Another person found the original Google web site.
Kevin Smith has reviewed Episode III: Revenge of the Sith, and likes it.
And just for Czar, here's a review of the new silly Mac OS, Tiger.
Dr. Laniac's Articles:
What fundamentalists overlook, of course, is which side of the social spectrum Jesus associated with. It was not the powerful, the wealthy, the established order. It was fishermen, tax collectors, prostitutes, lepers, the poor, the outcasts of society. Who did Jesus reserve his harshest words for? The Pharisees. The Pharisees were the religious fundamentalists of his day and they were powerful, wealthy, and the arbiters of who and what was appropriately pious. They were also notable hypocrites. Is this starting to sound familiar?
Article also contains a more detailed references from an online Catholic encyclopedia. Via Rox Populi, via feminist blogs.
April 27, 2005
I recommend Ann Crittenden's The Price of Motherhood. She demonstrates quite convincingly, using both social science data and vivid anecdotes, how care, particularly the care of children, is devalued in our society, and how caregivers, particularly mothers of young children, are systematically discriminated against. Depressing, but still an excellent, thoughtful read.
I cannot recommend Stephen Ducat's The Wimp Factor. The book's description makes it sound like a thoughtful psycho-sociological study of men's ideas about gender, and the way these ideas are expressed politically and theologically. Unfortunately, the writing is of extremely poor quality and the 'arguments' are mostly little more than psychoanalytic speculation. While I am inclined to think the author's thesis -- that ideological misogyny is closed tied to a personal gender identity he calls `anxious masculinity' -- is correct, he does a poor job of defending it.
April 26, 2005
What the right has 'appropriated' has nothing to do with God as most of us believers experience God. Their pronouncements about God are based on the great palace lie that this is a Christian country, that they were chosen by God to be his ethical consultants, and that therefore they alone know God's will for us. The opposite of faith is not doubt: It is certainty. It is madness. You can tell you have created God in your own image when it turns out that he or she hates all the same people you do. The first holy truth in God 101 is that men and women of true faith have always had to accept the mystery of God's identity and love and ways. I hate that, but it's the truth.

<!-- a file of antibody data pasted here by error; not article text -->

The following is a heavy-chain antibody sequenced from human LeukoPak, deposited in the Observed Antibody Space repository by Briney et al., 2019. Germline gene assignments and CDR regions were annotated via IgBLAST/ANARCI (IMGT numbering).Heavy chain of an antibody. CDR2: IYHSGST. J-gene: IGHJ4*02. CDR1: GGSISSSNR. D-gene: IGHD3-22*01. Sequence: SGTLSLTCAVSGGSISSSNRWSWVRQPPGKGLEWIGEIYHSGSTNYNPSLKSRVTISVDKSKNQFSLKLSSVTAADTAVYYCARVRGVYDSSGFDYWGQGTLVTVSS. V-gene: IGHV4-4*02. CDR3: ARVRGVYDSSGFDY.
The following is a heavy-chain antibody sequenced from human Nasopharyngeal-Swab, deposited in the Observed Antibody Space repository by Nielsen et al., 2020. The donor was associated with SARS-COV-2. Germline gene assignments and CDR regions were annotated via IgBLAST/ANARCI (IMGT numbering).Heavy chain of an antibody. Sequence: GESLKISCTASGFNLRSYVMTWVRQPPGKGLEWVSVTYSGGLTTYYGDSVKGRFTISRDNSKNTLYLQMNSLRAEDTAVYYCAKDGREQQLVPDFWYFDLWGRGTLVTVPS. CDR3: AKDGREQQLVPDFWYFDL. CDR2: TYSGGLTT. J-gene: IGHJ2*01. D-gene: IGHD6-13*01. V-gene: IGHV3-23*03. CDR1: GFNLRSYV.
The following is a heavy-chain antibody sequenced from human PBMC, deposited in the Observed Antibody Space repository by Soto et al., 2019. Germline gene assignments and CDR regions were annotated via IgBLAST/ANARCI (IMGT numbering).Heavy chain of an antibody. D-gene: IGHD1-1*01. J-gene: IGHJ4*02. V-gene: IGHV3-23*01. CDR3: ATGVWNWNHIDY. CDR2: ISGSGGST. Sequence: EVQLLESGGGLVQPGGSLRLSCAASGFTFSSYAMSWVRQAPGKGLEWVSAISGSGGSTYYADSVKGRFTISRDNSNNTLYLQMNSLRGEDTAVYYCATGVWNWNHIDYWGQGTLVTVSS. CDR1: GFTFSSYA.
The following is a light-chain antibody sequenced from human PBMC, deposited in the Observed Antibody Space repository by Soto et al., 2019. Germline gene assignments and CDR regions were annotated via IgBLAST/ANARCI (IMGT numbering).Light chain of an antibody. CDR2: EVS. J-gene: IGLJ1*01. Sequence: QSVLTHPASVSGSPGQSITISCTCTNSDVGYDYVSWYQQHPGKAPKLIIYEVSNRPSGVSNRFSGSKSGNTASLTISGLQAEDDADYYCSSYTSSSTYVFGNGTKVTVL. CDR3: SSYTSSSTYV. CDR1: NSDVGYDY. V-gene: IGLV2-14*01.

I just think Bush and his people have gotten it so wrong.
I believe you'll have to click through an ad if you don't have a subscription to Salon. I think it's really worth the hassle.
April 25, 2005
(Note: Not all of these are feminist blogs. Just, like, most of them.)
- Eschaton (Atrios)
- Daily Kos
- The Panda which has left (featuring Amanda! she's cool!) (NB down for the next few days in some kind of update)
- Echidne of the Snakes
- Bitch Ph.D
- Playing School (Profgrrrl)
- Trish Wilson's blog
- Caught in the Rain (Manda) (updated infrequently; get with it, mi amiga!)
- This Modern World (Tom Tomorrow) (updated irregularly)
- Anne's Anti-Quackery and Science Blog
- Well-Timed Period (reproductive health blog; a top google hit for how to use the pill to avoid having periods entirely, apparently)
- Learning Curves (it's about math!!!! math is cool!!!!)
- feminist blogs (metablog, includes some of those I've covered above along with others)
April 23, 2005
In a procedure very similar to an amniocentesis, Thomas’s heart was stopped with a simple injection. In that moment, as I held my husband’s hand, I met God and handed him my precious boy to care for, for all eternity.
Over the next 17 hours I labored to deliver Thomas’s body. It was a painful experience, but the only option given to a woman at 24 weeks gestation.
And here's a Wiki entry on intact D&E. It includes descriptions of the procedure from both PP and National Right to Life, an anti-choice organization.
Meanwhile, in the writings of insane radical feminists who nobody listens to or has even heard of and are clearly hysterical and completely out of touch with reality and who don’t ever write about politics anyway:
"The state is male in the feminist sense: the law sees and treats women the way men see and treat women."
—Catharine MacKinnon (1989), Toward a Feminist Theory of the State
"There is not a feminist alive who could possibly look to the male legal system for real protection from the systemized sadism of men. Women fight to reform male law, in the areas of rape and battery for instance, because something is better than nothing. In general, we fight to force the law to recognize us as the victims of the crimes committed against us, but the results so far have been paltry and pathetic."
—Andrea Dworkin (1979), For Men, Freedom of Speech; For Women, Silence Please
- Bill O'Reilly is going on a cruise. Watch out ladies.
- Japan spends less money on healthcare than we do by a mile and still has a better system.
- The retiring Henry Hyde is finally honest about the Clinton impeachment and what we knew all along is therein confirmed. Evidently the original version of the story was a little too spicy for ABC, but I found ya the real deal.
- Even though E3 is still a little ways off we have some hot pics of the successor to the Xbox, the Xbox 360. We'll know soon enough how final these designs are. Also in Xbox 360 news, we have the patent for the X360's graphics chip.
- And last but not least we have the first photo of the new Superman in costume.